The low-stress, genuine charm of Belize comes at a steep cost

Ten years ago I took my family to Belize for a week.  It was our first trip to the country that used to be British Honduras (it became Belize in 1981), and we enjoyed it.  Just south of Mexico’s Yucatan peninsula, Belize lies on the Caribbean Sea and borders on the west and south with Guatemala.  It’s 180 miles long and 68 miles wide—a small country—but its population is less than 350,000, which makes it the least densely populated country in Central America.

We liked the people and the place and wanted to return.  With its coconut palm white sand beaches, famous offshore reef, warm blue tropical waters, and good infrastructure, it’s a great site for a week of Spring Break and relatively easy to get to from Raleigh (less than 3 hours from ATL).  It’s also very safe, always important, especially when traveling with children.

But, being an inveterate airfare opportunist,  it took a decade of looking to find air travel prices low enough to entice me to press the “BUY” button on the website for flights to Belize City.  I obsessed among the shrinking number of airline sites to find the lowest fare I could live with.  Even so, I ended up paying a much higher fare than I budgeted for, and that was just the start of cash flying out of my wallet for this trip.

First, the good news.  Belize was wonderful in most ways: genuinely friendly, even innocent, people who haven’t been corrupted by the modern world; gorgeous postcard-perfect coconut palm white sand beaches abutting a bathwater-warm and gentle blue Caribbean Sea; excellent modern, comfortable, even luxurious, air-conditioned accommodation; reasonably decent basic infrastructure (power only went out once, and the resort’s generator soon kicked in; roads are not that great; water and sewer out of sight and mind).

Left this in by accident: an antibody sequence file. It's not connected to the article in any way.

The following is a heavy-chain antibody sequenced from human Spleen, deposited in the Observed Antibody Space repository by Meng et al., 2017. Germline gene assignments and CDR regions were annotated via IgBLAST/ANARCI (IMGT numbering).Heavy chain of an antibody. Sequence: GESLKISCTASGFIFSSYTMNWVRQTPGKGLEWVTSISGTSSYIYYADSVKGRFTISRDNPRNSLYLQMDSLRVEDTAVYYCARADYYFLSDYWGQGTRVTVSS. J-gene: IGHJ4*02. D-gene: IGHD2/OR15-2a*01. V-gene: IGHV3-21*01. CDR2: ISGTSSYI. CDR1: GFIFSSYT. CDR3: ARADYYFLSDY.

Another big plus in Belize is the lack of density mentioned above.  There are so few people that even the main roads have little traffic, and back roads have virtually none.  Not just the roads, either.  Almost any walk or drive would quickly lead to rural areas devoid of human presence.  It was very stress-free.

Downsides were: the cost of food (very high); cost of activities (sky-high); no swim-to reef for snorkeling (nearest coral was 14 miles offshore, requiring a boat and crew); reef nearest us (the one nearest to Hopkins was 14 miles offshore, a 30-minute boat ride one way) was not spectacular compared to, say, St. John, instead being pedestrian to the point of boring.

Here is why I thought it was expensive:

Airfare was $910 each RDU/BZE (discounted first class on Delta) because I opted to pay $150 per person extra after discovering coach was over $700. Thus X 4 people = $3640.

By the way, service on Delta in First Class (called “Business Class” on the ATL/BZE segments) was friendly, but it was not in any way worth the extra money to get up front.  Seat pitch was cramped, too, no better and perhaps worse than Economy Comfort.  Lesson learned.

Jaguar Reef Lodge resort accommodation in a 2-BR/2 bath suite with kitchen and porch on the Caribbean was $220/night X 7 = $1540 + 8% room service charge and another 9% hotel tax = %1802.  This was by far the best bargain element of the trip, and I highly recommend the Jaguar Reef Lodge.  The staff was well-trained, sincerely interested in helping, and fun to be around.  Can’t say enough good things about the place if you just wanted to lounge on the beach, by the pool, or on your porch reading while overlooking the beautiful Caribbean Sea.